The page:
On November 20, 1993 Shaq got his first career triple double in a Magic v Nets game. The cherry on top? He scored 24 points, grabbed 28 rebounds, and had 15 blocks while he had a cold.
As Shaq walked out onto the hardwood that day, he was the NBA’s leading scorer with a 30.5 average. His 15 blocks that night were just shy of the NBA record of 17, set by Elmore Smith in 1973. Shaq scored a quarter of the total Magic points that night for a final score of 87-85, Magic.
“I guess I played OK,” Shaq said after the game. “The change in weather bothers me. It’s hard to play in one city where it’s 40 degrees and the next where it’s 80. I knew I had a few blocks, but I didn’t realize I had 15. But if we had lost, it wouldn’t have meant anything.” (Associated Press)
Best of all, Shaq scored his first triple double in the Shaq Attaq II. The least well-known model from his signature line, the Shaq Attaq II saw only a brief stint on the hardwood during the first half of Shaq’s 93-94 season. It sat on retail shelves about just as long as it lost many tech specs that made his first sig great. The price dropped from $125 to $100 for the Shaq Attaq II and it was only available in two colorways — Black/Blue and White/Black/Blue.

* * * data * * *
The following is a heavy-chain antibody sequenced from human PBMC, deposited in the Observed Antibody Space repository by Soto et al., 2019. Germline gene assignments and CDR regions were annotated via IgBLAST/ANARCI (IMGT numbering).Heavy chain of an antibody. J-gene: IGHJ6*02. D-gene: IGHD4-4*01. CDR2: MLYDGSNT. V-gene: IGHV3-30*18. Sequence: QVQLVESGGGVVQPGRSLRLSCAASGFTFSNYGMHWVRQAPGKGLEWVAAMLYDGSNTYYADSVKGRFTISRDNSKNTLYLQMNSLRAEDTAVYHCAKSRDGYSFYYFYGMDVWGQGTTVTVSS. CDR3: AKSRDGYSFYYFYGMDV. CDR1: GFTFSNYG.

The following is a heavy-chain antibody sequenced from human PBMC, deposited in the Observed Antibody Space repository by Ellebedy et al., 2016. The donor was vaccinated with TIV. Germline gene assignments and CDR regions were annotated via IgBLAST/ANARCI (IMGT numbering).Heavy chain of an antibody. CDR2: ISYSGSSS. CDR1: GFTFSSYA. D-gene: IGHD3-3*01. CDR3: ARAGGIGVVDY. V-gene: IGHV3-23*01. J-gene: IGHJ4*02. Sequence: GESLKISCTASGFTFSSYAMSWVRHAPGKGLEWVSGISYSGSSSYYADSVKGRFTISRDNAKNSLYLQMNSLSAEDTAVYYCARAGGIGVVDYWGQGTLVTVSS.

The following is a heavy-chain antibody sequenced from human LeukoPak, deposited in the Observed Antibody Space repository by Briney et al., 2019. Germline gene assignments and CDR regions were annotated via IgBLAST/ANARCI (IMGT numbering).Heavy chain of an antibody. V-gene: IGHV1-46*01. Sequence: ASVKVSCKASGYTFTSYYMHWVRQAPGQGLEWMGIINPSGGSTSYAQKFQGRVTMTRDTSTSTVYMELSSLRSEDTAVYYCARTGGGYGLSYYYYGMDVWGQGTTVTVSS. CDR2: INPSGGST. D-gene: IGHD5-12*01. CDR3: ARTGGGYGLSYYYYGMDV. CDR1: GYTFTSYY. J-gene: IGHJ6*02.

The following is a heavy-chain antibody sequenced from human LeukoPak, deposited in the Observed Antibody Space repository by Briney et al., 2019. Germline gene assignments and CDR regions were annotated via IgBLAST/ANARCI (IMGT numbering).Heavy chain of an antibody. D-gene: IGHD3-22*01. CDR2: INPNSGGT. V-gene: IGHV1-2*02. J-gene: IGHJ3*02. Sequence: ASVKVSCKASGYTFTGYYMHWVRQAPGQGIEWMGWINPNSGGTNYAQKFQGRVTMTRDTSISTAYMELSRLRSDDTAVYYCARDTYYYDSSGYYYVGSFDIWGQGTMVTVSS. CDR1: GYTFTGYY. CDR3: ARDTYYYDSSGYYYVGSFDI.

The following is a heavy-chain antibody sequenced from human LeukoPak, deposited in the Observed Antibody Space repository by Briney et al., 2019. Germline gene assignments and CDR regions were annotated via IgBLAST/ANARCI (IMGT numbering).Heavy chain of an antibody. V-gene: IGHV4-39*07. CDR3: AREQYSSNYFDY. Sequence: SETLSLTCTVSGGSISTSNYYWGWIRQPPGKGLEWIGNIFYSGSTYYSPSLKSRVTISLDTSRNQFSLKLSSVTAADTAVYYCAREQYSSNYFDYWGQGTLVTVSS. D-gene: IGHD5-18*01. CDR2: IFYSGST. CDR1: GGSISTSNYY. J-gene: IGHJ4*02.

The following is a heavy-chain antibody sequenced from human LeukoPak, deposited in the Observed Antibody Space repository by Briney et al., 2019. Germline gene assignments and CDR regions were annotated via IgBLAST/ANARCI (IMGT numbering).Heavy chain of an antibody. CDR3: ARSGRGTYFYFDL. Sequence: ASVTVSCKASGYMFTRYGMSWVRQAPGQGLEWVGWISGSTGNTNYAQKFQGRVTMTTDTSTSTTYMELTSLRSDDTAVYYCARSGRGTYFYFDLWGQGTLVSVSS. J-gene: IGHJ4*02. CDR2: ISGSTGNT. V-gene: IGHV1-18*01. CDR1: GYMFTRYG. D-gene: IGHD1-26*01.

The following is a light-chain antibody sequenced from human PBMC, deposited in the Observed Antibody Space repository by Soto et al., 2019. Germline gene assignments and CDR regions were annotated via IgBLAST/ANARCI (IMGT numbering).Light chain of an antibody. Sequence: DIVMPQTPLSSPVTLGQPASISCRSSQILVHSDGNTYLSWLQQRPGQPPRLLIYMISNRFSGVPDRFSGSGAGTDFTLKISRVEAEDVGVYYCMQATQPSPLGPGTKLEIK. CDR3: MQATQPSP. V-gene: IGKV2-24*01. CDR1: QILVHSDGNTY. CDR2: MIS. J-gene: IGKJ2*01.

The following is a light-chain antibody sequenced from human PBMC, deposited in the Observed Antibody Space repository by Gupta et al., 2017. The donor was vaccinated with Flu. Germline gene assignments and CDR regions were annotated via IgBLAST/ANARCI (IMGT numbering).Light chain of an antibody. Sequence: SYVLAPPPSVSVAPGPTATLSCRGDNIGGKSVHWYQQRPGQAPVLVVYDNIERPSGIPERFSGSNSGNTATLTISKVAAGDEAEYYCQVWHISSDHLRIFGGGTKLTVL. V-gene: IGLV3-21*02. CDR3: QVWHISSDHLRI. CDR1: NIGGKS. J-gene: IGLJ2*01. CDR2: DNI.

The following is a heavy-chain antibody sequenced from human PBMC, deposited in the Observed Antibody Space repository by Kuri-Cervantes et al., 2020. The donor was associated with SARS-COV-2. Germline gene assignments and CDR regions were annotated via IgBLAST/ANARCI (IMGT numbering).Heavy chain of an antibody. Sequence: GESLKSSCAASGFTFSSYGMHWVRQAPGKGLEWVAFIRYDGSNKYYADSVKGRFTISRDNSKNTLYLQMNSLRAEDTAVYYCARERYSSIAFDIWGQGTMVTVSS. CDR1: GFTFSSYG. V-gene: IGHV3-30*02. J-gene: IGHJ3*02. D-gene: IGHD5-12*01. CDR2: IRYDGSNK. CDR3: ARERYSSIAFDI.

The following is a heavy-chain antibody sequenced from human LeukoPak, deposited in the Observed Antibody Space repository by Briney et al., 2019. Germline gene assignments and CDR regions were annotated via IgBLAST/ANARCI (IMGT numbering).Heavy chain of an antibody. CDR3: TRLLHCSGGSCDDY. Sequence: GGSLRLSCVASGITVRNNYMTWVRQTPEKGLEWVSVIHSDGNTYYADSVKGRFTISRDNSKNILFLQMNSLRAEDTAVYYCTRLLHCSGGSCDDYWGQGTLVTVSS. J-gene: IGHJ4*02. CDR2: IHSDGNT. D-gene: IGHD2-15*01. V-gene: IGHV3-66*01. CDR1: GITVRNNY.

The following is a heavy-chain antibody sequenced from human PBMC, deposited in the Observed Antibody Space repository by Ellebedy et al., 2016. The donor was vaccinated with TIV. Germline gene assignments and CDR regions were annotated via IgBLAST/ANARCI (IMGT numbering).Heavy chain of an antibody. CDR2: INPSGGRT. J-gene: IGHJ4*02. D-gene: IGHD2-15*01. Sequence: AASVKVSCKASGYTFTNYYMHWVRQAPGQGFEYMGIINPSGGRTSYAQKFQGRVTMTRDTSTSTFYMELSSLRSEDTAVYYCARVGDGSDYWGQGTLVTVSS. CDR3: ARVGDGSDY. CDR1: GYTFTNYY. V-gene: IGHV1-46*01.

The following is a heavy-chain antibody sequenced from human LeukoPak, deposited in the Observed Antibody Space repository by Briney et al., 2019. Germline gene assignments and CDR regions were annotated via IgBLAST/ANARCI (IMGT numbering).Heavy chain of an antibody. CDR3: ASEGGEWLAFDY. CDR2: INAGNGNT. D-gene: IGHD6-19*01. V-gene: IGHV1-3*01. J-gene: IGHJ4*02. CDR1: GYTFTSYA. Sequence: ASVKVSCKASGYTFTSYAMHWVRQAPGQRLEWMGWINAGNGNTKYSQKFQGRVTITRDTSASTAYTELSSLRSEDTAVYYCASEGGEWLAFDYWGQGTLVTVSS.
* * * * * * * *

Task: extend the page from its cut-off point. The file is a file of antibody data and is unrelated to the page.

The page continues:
Strangely, the II was a mid, not a high top like all of his other sigs. The heel was split, much like the tongue of the ASICS Gel-Lyte III, which allowed the big man more ankle movement. It featured a bold ’32’ on the heel as well as a black strap with blue SHAQ branding across it. Finding a wearable today is almost impossible–trust me, I’m still looking.
For almost 22 years there was absolutely no footage of Shaq’s first triple double. On August 19, 2015, footage finally got on YouTube. Interestingly, in Al Harvin’s post-game recap for The New York Times, the late Chuck Daly argued that some of the blocks did not receive the proper goaltending calls. Whatever the case may be, check out the footage below and let me know what you think in the comments below.
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Formerly: PR for StreetSmartNet, Editor at SneakerHistory.com.
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